You’ll only need P1,400 to try everything on Famry’s menu

The Taiwanese resto offers comfort food perfect for the palate and the wallet


Found in between Milk Trade and Liberation Shawarma, Famry is the newest member of the Hole in the Wall family. The stall isn’t as jazzy as Liberation on its left and not as vibrant as Milk Trade on its right—the wooden facade is only embellished with an emerald signage and a small logo on the side, but still, it stands out in its own way.

Famry specializes in Taiwanese cuisine and offers a menu with limited items, you can count them on your fingers (Okay, four dishes on their list when we went there, five next week as they’re going to introduce one more, and one beverage offering with three flavors.). And according to Angela Lim, Hole in the Wall’s events manager, these five dishes aren’t going anywhere—they’ll stick around until it becomes second nature to patrons to refer to Famry as that affordable but authentic Taiwanese comfort food place.

Famry is an allusion to “family,” just a more amusing and endearing way to say it.

Thanks to the lack of Taiwanese options available in the market, Famry came to life. Sure, there are some restaurants focused on that particular cuisine, but they’re either too expensive and inaccessible or just too fixated on dumplings. Famry brings economical but delectable items on the table that are basic and true to Taiwanese home cooking, like minced pork rice.

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Minced pork rice has slow-braised pork with fried shallots, scallions, pickled cabbage, pickles, and soy egg over steaming hot rice.

While we were feasting, our associate art director Danica shared that during her trip to Taiwan, she noticed that the minced pork there is like our pares here, a staple street food which draws lines of customers to the food stalls. True enough, Famry’s own take of the rice bowl’s savory goodness is the kind of comfort one would seek after a rigid day or downing glasses of alcohol—just like the good ol’ pares but with Taiwanese five-spice.

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Bunplings are normal pork dumplings, except they’re half-fried and duck broth-infused. Look at those crispy golden brown bottoms.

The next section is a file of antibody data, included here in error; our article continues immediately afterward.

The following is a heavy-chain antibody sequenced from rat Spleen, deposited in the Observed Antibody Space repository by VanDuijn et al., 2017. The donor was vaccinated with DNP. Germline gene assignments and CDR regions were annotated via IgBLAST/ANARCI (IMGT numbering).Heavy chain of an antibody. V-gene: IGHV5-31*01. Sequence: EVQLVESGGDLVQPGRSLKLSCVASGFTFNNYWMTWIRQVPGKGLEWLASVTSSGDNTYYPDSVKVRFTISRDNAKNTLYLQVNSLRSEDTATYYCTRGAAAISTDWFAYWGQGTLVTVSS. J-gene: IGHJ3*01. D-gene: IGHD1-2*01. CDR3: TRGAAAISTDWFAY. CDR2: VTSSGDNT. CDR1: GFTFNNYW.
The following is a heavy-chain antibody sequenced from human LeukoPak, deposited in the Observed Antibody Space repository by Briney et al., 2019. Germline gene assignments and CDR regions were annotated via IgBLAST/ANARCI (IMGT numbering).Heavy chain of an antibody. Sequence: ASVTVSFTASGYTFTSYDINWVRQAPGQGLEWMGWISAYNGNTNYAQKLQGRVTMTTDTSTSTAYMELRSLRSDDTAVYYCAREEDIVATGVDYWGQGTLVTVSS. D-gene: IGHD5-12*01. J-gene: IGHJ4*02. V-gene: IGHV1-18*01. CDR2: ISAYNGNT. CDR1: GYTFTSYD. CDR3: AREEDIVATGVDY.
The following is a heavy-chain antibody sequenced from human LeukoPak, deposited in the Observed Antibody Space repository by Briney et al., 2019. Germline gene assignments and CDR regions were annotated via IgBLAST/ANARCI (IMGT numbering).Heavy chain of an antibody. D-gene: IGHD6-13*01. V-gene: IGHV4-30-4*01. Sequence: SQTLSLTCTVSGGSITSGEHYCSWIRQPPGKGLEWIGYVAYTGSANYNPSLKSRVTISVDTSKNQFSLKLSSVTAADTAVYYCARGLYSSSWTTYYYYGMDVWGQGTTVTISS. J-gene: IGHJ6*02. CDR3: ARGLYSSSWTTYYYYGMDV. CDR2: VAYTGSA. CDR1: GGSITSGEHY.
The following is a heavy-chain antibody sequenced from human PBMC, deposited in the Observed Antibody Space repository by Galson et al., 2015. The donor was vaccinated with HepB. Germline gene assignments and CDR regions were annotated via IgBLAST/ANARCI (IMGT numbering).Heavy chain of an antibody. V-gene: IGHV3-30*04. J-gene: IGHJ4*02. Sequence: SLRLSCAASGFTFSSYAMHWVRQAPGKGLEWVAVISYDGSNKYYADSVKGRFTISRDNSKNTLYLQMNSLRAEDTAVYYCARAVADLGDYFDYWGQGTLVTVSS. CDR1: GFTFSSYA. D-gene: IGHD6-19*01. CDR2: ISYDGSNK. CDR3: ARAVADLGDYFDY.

These duck broth-infused, half-fried dumplings are the hardest to perfect among the food offerings, said Lim. Since Famry makes the dough in-house, they need to polish it to be not as thick as siopao and not as thin as xiaolongbao. They also had to adjust the cooking and serving time. It’s best to consume these shenjianbaos once they’re served to get the most out of the soup inside; letting them sit out for too long allows the dough to absorb the liquid, thus making the dough less crispy. We don’t pay for supple bunplings.

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That towering fried treat on the side is fried duck skin. The crispy duck rice is served with the same garnish as the minced pork rice, only the pork is replaced with duck.

Crispy duck rice is also garnished with dill pickles and pickled cabbage that not only adds color to the dish but also texture and variety to the palate, cutting the umami flavor that can be overwhelming. It’s like minced pork rice, but instead of pork, they serve it with duck. That bowlful of Taiwanese treats can actually feed two people, or just one if they’ve had a bad day.

The soy egg is optional for the two rice bowls, by the way. To add one, you’d only have to pay P40.

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The spicy dumplings are served with cilantro, dried chili, and sesame seeds on top. What makes the dish flavorful are the different kinds of soy sauce used, cooking wine, vinegar, and chili oil.
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End your meal with fruit-blended soy milk. It’s available in three flavors: grapes, orange, and lychee.

For those who can’t stand fiery flavors, trust me when I say these spicy dumplings aren’t as hot as they look. Just take those dried chilis on top away and you’ll only taste some bite. The spiciness doesn’t seep through the insides even on the duck broth, so spicy food lovers may be a little disappointed here. But the sauce compensates. If you’ve already devoured these dumplings, add the sauce to your crispy duck rice or minced pork rice to add more pungency and to not let the tasty sauce just go to waste.

Famry has the Taiwanese basic food that you don’t know you’re actually craving for. What’s appealing, too, is the menu’s affordable price range. If you’re trying it out for the first time, bring a friend and you’ll just need to shell out P1,400 to try everything on the menu.

TAGS: century city mall city guide eats famry Hole in the Wall makati nolisoliph restaurant south Taiwanese